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The Three Watchers, 72 x 56", by Kathryn Harmer Fox
Blue ribbon winner in the Innovative Quilts category, Kathryn notes, "Africa's wild dogs look as if they have trotted through an upended bucket of paint. Each dog has its own particular pattern or markings splashed across its pelt. " Kathryn has done an outstanding job of depicting a fascinating array of shading and patterns using muted neutral colors.
As described below in the rhinos quilt, Kathryn uses a method she called "fiber embedment" to create these dogs with their intense expressions. We really admire the wonderful depth of texture that Kathryn achieves with this innovative technique.
Once There Were..., 72 x 55", by Kathryn Harmer Fox
African rhinos are in danger of being hunted to extinction for their horns. Kathryn says, “Due to man’s greed and utter stupidity, the rhino is relentlessly slaughtered for the lump of hair-like cells growing out of its face. It, like the unicorn, will one day be a thing of myth." Rhino poaching has escalated in recent years; you can read about the sad state of affairs at Save The Rhino.
In the closeup photo above you can see the intense stitching on the rhino's head, and the birds that ride on the rhino's back. Kathryn explains, "I use a self-explanatory technique which I call fiber embedment using scribble stitch. Combined with free-motion machine embroidery, these two techniques allow me to paint with fabric and draw with thread.”
Contemporary African Baskets, 79 x 79", by Colleen Butler
Colleen explains, "The fabulous and colorful Telephone Wire Baskets- Imbenge Bowls made by the Zulu people in KwaZulu Natal in South Africa were the inspiration for this quilt. Once I had created some of the typical Imbenge Bowls, I began experimenting with wedge rulers of differing degrees to create the other basket-inspired circles. "
Colleen's original design is machine pieced and long arm quilted. This particular circular design of the imbenge basket, with its bright primary colors, reminds us of a classic Dresden plate block pattern.
Tree Spirit, 75 x 98", by Sue Cameron
Winner of the "Best of Country" award, Sue notes, "Tree Spirit was inspired by the idea that all living things have spirit. Needle-felted yarn and organza were used for the tree in the foreground, along with couching and needle painting with zig-zag stitch. Organza [fabric] was used to help create perspective."
Close-up, Tree Spirit
In this close-up of the tree trunk, you can see the female face and the form of the breasts which represent the feminine creative energy of the universe, sometimes known as "mother nature." Sue's intriguing work is machine pieced, machine appliqued, and sewing machine quilted. She adds, " Tree Spirit is embellished with thread fabric, beads, hand stitching, and double-sided leaves."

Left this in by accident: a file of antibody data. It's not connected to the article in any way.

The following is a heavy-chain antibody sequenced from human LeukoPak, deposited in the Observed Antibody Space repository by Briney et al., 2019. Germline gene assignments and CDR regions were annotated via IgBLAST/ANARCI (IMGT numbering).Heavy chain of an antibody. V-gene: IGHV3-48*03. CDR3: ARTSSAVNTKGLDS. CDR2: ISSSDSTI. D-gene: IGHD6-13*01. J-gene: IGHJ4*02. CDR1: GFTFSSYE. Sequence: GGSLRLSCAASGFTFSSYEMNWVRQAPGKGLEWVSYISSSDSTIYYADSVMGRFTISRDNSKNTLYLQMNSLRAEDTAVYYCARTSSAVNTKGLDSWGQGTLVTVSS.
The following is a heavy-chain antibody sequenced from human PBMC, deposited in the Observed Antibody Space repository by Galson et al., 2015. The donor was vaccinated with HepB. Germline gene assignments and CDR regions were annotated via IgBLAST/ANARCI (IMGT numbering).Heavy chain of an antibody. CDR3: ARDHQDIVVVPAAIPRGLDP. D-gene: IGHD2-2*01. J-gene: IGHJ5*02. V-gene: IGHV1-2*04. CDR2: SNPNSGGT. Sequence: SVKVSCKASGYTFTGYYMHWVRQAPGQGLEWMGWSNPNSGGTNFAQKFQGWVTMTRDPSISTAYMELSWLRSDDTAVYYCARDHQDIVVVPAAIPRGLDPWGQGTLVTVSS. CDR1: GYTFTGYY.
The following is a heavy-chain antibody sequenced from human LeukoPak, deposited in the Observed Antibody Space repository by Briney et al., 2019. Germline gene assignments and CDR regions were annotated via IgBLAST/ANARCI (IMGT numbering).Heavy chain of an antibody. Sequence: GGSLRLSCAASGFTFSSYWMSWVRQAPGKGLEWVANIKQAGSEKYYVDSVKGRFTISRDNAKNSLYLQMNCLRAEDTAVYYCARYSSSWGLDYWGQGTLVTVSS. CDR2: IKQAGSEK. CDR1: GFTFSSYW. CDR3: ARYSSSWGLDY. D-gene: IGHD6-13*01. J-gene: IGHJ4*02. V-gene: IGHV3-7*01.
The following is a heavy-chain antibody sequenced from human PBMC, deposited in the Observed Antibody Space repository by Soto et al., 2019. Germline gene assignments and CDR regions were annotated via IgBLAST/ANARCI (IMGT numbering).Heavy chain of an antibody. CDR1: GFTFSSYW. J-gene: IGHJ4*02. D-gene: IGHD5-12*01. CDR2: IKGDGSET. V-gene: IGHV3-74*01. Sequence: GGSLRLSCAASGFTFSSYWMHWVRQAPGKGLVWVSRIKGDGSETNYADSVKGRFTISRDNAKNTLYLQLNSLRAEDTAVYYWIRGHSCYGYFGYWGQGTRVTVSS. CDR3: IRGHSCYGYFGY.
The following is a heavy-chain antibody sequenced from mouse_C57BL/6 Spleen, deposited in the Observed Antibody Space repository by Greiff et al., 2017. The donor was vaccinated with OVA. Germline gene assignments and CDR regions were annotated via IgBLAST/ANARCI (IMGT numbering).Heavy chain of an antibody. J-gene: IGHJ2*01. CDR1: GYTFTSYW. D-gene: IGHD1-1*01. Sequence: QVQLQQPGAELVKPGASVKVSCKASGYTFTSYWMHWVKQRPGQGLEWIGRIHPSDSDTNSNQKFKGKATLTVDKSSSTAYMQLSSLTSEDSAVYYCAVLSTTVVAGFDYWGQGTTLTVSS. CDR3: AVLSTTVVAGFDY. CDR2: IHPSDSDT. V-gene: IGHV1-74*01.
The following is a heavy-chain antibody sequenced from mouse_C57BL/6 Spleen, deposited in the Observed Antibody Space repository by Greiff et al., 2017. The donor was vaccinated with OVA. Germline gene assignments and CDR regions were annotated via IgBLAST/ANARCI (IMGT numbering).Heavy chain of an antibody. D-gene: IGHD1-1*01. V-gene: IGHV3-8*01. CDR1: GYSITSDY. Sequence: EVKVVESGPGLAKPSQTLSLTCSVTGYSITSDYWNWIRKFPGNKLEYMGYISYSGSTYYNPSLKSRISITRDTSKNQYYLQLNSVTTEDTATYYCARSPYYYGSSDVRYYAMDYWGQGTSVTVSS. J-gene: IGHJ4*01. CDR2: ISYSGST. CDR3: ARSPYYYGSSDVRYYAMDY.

Pele: She-Who-Shapes-The-Land, 57 x 39", by Jenny Hearn
Pele won Third Place -Innovative at the World Quilt Competition. Jenny Hearn says: "Pele, passionate and temperamental, is the feared yet respected Hawaiian Goddess of volcanoes. She is destructive but also regenerative. The pyroclastic ribbons of molten lava and flaming rock she hurls down the mountainside of Kilauea into the sea extend tongues of new land. Ashy volcanic sediment contains rich nutrients. Pele seeds lichens, splitting the lava, thus allowing ferns and trees to root, creating lush forestation of the area."
Pele was hand and machine appliqued. Jenny Hearn used commercial and hand dyed cotton fabrics together with cotton and machine embroidery threads. The embellishments include batting-stuffed “pebbles”, thread covered metal washers and curtain rings.
Transition in South Africa - Growth vs. Destruction, 36 x 59",by Mari Claase
Mari's energetic and complex quilt is a "statement quilt", which shows many images and people associated with South African history between the years of 1837 and 2015. Mari writes,"[For] Growth, the black and white blocks represent the South African transition from Apartheid (racial segregation 1959) to Democracy (1994). Our Protector Thuli Madonsela (the woman at the very top of the quilt) is wearing a laurel wreath. [Responsible for the investigation of government misconduct], she is our icon of hope and truth. Destruction ......March 2015: Downward spiral to anarchy of a once beloved country's values, resources, and people [due in part to government corruption and economic hardship]. I portray important issues that our country is struggling with, including poverty, fraud, and crime."
Close-up, Transition in South Africa
At the bottom of this quilt, Mari has very creatively added colorful slogans and words which look as if they might be written in chalk on sidewalks, walls, or buildings, in the form of graffitti, as expressions of political ideas.
This close-up shows President Nelson Mandela, the first black president of South Africa from 1994-1999. A world-renowned leader, President Mandela was a Nobel Peace Prize winner ,as well as a United States Presidential Medal of Freedom recipient. Mari's very impressive work is machine pieced, machine appliqued, and sewing machine quilted.
Gracie's Garden, 43 x 52", by Ingrid Figenschou
Ingrid says, "This quilt is in memory of little Gracie, who loved to sit on the windowsill in the sun, the light glancing off her soft fur and whiskers, staring at the wonders of the garden. This is a One Block wonder quilt with applique, trapunto, and thread painting in glorious pastels, pinks, bright oranges and purples."
Note that the orange ball of yarn at Gracie's feet is made of real yarn! Gracie is extensively textured with thread as shown below.
Image credits: Photos were taken by Quilt Inspiration.